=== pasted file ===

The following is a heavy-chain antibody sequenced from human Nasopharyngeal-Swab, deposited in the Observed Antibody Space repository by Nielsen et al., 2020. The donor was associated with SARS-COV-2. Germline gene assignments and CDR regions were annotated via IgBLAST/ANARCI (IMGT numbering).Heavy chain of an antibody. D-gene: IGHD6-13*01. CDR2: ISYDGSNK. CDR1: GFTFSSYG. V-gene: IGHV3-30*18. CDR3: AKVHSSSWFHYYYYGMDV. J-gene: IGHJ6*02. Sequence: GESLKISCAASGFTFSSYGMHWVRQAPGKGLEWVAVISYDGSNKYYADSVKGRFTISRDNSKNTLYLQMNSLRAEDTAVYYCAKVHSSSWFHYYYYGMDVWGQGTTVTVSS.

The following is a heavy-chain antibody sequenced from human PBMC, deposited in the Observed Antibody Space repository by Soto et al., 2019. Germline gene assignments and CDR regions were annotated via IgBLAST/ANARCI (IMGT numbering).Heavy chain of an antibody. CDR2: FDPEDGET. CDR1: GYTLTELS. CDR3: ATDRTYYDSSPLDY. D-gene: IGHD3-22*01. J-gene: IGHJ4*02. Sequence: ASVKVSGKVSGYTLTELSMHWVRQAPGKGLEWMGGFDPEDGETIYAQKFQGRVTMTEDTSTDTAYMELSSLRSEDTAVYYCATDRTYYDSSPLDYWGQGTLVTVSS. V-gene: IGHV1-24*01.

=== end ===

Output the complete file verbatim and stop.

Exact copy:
The following is a heavy-chain antibody sequenced from human Nasopharyngeal-Swab, deposited in the Observed Antibody Space repository by Nielsen et al., 2020. The donor was associated with SARS-COV-2. Germline gene assignments and CDR regions were annotated via IgBLAST/ANARCI (IMGT numbering).Heavy chain of an antibody. D-gene: IGHD6-13*01. CDR2: ISYDGSNK. CDR1: GFTFSSYG. V-gene: IGHV3-30*18. CDR3: AKVHSSSWFHYYYYGMDV. J-gene: IGHJ6*02. Sequence: GESLKISCAASGFTFSSYGMHWVRQAPGKGLEWVAVISYDGSNKYYADSVKGRFTISRDNSKNTLYLQMNSLRAEDTAVYYCAKVHSSSWFHYYYYGMDVWGQGTTVTVSS.

The following is a heavy-chain antibody sequenced from human PBMC, deposited in the Observed Antibody Space repository by Soto et al., 2019. Germline gene assignments and CDR regions were annotated via IgBLAST/ANARCI (IMGT numbering).Heavy chain of an antibody. CDR2: FDPEDGET. CDR1: GYTLTELS. CDR3: ATDRTYYDSSPLDY. D-gene: IGHD3-22*01. J-gene: IGHJ4*02. Sequence: ASVKVSGKVSGYTLTELSMHWVRQAPGKGLEWMGGFDPEDGETIYAQKFQGRVTMTEDTSTDTAYMELSSLRSEDTAVYYCATDRTYYDSSPLDYWGQGTLVTVSS. V-gene: IGHV1-24*01.